The amount of air changes facilitated by the system does not achieve comfort levels. When forced air reaches the louver level the force exerted by the blowers on the air is considerably reduced. Thus one does not feel the fast air movement, which is necessary in a humid place like Bombay. The air inlets and outlets are placed just ten feet away from each other. Loud noise and vibrations are caused by the blowers inspite of the use of glass fibre lining on the ducts.

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ACHYUT KANVINDE PPT

Born : December 28, konkan region of Maharashtra. Education : Sir J. He used concrete frame structure in filled with panels and plastered in a fine stone grit finish. He mostly used the locally available materials. His works are based on modern architecture of West, but also preserves Indian tradition. National science center Plot area : sq. It has a functional approach in its layout.

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Achyut Kanvinde

Moses road, Worli, Mumbai. The northern and western sides of the complex are surrounded be slums making it impossible to link the structure with the planetarium on the western side. The entire complex spreads across a sloped marshy land covering about 8 acres. Activities 1. Exposition with walls — science for children, sound and hearing and sight, discovery and our heritage. Concept : The site is naturally sloping in different directions. The architect deliberately wanted to maintain and accentuate to this natural topography of the site, in the form of split-levels of modular units.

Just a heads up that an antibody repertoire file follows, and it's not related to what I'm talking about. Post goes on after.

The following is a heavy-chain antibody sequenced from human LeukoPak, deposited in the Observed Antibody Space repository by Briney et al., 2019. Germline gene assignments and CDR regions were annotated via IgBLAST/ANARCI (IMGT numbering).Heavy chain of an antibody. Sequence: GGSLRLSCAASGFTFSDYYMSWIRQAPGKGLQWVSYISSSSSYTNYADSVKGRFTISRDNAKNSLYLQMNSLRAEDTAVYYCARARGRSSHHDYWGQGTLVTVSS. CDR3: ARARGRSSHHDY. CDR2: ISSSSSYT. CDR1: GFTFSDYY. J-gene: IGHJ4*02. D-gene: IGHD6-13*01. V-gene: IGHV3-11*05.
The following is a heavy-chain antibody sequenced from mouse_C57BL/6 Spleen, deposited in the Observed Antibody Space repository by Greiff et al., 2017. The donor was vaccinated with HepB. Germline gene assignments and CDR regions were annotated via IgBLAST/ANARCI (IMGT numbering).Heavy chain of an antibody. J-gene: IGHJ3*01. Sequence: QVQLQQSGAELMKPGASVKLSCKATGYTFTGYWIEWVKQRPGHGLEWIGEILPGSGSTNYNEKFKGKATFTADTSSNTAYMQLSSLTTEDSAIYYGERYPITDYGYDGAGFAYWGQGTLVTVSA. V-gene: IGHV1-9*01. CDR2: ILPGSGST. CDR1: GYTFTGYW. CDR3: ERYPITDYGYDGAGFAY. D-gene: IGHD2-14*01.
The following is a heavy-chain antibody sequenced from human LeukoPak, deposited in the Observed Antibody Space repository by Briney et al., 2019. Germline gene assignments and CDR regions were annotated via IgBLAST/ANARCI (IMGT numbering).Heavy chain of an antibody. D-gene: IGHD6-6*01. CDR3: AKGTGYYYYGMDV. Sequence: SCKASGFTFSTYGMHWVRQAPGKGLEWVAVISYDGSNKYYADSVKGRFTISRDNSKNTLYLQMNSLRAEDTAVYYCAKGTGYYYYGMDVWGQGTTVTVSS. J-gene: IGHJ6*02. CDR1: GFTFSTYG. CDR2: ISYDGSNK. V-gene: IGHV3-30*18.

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All having: similar facades. Ribbon windows. A grid frame structure- unexposed, and plastered exterior finish. Followed by an experimental phase- in the course of the next five years he designed: Harivallabdas House ii IIT Kanpur iii Doodhsagar Dairy Each appears to be an exploration in a distinctly new direction. The Harivallabdas House has been taken up in detail later on. The form is very rough, and blocky.